Top 10 Games of E3 2015

04. Assassin's Creed: Syndicate

Your browser does not support the video tag.

The next chapter in the Assassin's Creed Sage -- Assassin's Creed Syndicate -- is developed by Ubisoft Quebec and will be published by Ubisoft on October 23, 2015 for PlayStation 4 and Xbox One, with its Windows PC edition arriving some time during Q4 of this year - probably in time for the Christmas holidays.

This next and ninth entry in the time-bending historical action-adventure open world stealth video game main series does not require an introduction -- at least in regards to the basic premise -- because it happens to be one of the best known, best loved game series, well, pretty much ever.

That said though, Syndicate is a left-turn experience and its basic premise - and time period - are clearly NOT what most players were expecting from the series!

Bearing in mind that the most recent pair of titles in the series -- 2014s Assassin's Creed: Rogue and Assassin's Creed: Unity took place in colonial America and revolutionary Paris respectively, the late 1860s London setting of Syndicate is about as surprising as the primary focus, which is Victorian-era Organized Crime!

Telling the story of twins Jacob and Evie Frye, who face-off against the Templar Order which controls pretty much all factories and industry in London and its environs (after all this game does take place during the Industrial Revolution) the game sticks to the primary plot elements of the Assassins-vs-Templar formula that dominates the series. But it also embraces the gang culture that London of the Victorian era was very well known for!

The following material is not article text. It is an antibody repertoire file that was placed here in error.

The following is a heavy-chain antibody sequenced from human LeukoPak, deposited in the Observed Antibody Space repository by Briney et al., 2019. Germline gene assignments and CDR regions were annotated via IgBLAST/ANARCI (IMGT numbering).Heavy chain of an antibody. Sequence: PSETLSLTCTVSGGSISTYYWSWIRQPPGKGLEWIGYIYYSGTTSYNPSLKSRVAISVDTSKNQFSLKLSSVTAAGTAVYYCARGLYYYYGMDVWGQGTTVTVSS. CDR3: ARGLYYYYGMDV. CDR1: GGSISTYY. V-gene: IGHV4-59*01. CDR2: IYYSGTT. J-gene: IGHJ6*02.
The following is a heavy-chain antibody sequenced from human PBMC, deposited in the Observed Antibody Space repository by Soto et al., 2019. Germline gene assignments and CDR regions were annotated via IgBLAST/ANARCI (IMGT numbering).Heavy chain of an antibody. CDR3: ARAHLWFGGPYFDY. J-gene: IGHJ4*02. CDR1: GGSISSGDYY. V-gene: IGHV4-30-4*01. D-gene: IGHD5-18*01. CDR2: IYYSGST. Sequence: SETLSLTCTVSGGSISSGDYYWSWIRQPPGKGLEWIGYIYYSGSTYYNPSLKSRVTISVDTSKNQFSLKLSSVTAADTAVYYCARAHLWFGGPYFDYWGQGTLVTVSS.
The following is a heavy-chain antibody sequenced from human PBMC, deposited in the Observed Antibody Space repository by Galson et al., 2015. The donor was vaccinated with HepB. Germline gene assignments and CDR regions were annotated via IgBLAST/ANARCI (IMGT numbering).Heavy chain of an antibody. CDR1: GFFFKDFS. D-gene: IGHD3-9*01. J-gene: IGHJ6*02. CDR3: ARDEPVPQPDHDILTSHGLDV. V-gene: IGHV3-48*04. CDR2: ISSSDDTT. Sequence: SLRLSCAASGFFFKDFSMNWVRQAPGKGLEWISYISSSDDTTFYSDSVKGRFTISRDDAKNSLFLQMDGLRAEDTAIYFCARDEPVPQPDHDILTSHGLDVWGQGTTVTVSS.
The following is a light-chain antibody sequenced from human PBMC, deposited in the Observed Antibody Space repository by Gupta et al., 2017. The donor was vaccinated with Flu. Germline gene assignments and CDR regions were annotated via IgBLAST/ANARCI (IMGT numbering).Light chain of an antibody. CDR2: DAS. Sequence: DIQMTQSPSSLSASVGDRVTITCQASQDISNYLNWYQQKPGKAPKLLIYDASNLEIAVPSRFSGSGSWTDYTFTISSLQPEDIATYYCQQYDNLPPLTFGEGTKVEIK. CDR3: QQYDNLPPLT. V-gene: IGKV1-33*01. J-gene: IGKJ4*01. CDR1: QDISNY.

Packed with historical locations, period clothing, and the iconic kit and special tools that the Assassin Brotherhood is very well known for, the game offers players the opportunity to bring the fight against the established order and the Templars, while waging a personal war against poverty and oppression that neatly fits into the basic philosophies that distinguish the two orders from each other.

What that means is that the story line not only fully supports player immersion, it provides the player with an almost eery glimpse into a long-dead era that has been popular with this generation of gamers, appearing in IP like Torchwood, Dr. Who, and a bushel basket of other TV shows that have shaped and propelled the Steampunk movement, so it is about time it got a proper game treatment.

Another element of game play we experienced at the show was the unique and NEW transportation and world exploration schemes that are present in the game. Some of the more attractive examples include the period railroad network, and carriages which allow for battle while traveling!

Even more important though is the very well-refined combat system that owes much to Unity, and the lessons that were learned in honing the parkour and stealth mechanics that really shined in that game.

Oddly the basic premises of the game are very different from those of the previous chapters.

What we mean by that is that the usual plot elements that make up the main story are absent here. The player not only knows who the enemy are - they know who the Templar Master is, who the officers are, and who the civilians are that are part of the support network being used by the Templar agents working against them!